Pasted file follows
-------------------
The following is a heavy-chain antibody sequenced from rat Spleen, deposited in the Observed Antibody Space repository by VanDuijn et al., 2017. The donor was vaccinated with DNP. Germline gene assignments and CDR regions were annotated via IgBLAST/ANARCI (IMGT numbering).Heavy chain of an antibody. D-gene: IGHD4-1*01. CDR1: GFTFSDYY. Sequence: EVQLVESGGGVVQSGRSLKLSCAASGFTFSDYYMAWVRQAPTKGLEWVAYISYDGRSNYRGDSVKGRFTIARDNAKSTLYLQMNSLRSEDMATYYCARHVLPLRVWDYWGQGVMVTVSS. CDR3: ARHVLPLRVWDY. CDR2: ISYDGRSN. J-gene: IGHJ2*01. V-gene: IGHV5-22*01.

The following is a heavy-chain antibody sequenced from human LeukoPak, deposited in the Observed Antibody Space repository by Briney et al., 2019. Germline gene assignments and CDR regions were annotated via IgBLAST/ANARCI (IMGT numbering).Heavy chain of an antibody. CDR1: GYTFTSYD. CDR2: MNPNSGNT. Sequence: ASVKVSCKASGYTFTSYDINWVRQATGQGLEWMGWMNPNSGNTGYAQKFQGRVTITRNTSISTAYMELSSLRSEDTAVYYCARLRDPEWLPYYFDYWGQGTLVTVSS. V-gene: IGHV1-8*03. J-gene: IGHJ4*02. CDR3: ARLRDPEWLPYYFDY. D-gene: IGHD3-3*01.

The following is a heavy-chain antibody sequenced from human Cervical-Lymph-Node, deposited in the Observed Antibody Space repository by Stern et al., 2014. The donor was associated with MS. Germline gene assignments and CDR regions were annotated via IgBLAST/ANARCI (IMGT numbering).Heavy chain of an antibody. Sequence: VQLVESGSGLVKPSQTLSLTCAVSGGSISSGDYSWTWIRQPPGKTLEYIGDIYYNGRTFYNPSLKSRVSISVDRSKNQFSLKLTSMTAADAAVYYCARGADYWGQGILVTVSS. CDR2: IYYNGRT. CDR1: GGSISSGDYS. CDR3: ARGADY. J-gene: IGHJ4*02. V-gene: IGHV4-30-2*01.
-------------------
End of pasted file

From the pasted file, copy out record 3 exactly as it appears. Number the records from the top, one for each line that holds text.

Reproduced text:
The following is a heavy-chain antibody sequenced from human Cervical-Lymph-Node, deposited in the Observed Antibody Space repository by Stern et al., 2014. The donor was associated with MS. Germline gene assignments and CDR regions were annotated via IgBLAST/ANARCI (IMGT numbering).Heavy chain of an antibody. Sequence: VQLVESGSGLVKPSQTLSLTCAVSGGSISSGDYSWTWIRQPPGKTLEYIGDIYYNGRTFYNPSLKSRVSISVDRSKNQFSLKLTSMTAADAAVYYCARGADYWGQGILVTVSS. CDR2: IYYNGRT. CDR1: GGSISSGDYS. CDR3: ARGADY. J-gene: IGHJ4*02. V-gene: IGHV4-30-2*01.